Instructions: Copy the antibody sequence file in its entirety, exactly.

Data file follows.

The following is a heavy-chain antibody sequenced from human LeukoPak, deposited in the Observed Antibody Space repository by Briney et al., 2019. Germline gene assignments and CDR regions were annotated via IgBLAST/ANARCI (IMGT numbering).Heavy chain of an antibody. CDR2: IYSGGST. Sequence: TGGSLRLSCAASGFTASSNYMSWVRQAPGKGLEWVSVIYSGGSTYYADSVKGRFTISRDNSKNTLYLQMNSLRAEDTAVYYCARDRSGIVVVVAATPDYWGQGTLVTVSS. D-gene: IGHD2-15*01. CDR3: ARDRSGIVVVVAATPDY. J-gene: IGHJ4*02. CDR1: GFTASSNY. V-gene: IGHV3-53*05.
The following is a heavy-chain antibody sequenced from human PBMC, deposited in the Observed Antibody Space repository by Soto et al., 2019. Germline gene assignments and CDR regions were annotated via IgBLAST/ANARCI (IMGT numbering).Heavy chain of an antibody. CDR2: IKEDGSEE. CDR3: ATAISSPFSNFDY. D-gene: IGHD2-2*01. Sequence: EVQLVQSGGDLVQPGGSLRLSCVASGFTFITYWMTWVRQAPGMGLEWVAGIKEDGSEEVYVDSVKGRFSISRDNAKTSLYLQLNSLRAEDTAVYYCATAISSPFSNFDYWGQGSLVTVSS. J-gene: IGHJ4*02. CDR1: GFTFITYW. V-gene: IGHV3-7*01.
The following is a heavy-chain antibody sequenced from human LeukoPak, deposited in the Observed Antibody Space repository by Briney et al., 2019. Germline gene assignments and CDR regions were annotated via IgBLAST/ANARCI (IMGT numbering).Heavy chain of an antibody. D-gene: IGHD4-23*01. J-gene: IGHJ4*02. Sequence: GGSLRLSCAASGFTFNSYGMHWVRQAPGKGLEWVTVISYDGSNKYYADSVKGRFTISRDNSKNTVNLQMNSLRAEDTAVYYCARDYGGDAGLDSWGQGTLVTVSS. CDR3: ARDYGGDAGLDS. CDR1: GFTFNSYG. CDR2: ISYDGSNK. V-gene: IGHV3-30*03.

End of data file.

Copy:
The following is a heavy-chain antibody sequenced from human LeukoPak, deposited in the Observed Antibody Space repository by Briney et al., 2019. Germline gene assignments and CDR regions were annotated via IgBLAST/ANARCI (IMGT numbering).Heavy chain of an antibody. CDR2: IYSGGST. Sequence: TGGSLRLSCAASGFTASSNYMSWVRQAPGKGLEWVSVIYSGGSTYYADSVKGRFTISRDNSKNTLYLQMNSLRAEDTAVYYCARDRSGIVVVVAATPDYWGQGTLVTVSS. D-gene: IGHD2-15*01. CDR3: ARDRSGIVVVVAATPDY. J-gene: IGHJ4*02. CDR1: GFTASSNY. V-gene: IGHV3-53*05.
The following is a heavy-chain antibody sequenced from human PBMC, deposited in the Observed Antibody Space repository by Soto et al., 2019. Germline gene assignments and CDR regions were annotated via IgBLAST/ANARCI (IMGT numbering).Heavy chain of an antibody. CDR2: IKEDGSEE. CDR3: ATAISSPFSNFDY. D-gene: IGHD2-2*01. Sequence: EVQLVQSGGDLVQPGGSLRLSCVASGFTFITYWMTWVRQAPGMGLEWVAGIKEDGSEEVYVDSVKGRFSISRDNAKTSLYLQLNSLRAEDTAVYYCATAISSPFSNFDYWGQGSLVTVSS. J-gene: IGHJ4*02. CDR1: GFTFITYW. V-gene: IGHV3-7*01.
The following is a heavy-chain antibody sequenced from human LeukoPak, deposited in the Observed Antibody Space repository by Briney et al., 2019. Germline gene assignments and CDR regions were annotated via IgBLAST/ANARCI (IMGT numbering).Heavy chain of an antibody. D-gene: IGHD4-23*01. J-gene: IGHJ4*02. Sequence: GGSLRLSCAASGFTFNSYGMHWVRQAPGKGLEWVTVISYDGSNKYYADSVKGRFTISRDNSKNTVNLQMNSLRAEDTAVYYCARDYGGDAGLDSWGQGTLVTVSS. CDR3: ARDYGGDAGLDS. CDR1: GFTFNSYG. CDR2: ISYDGSNK. V-gene: IGHV3-30*03.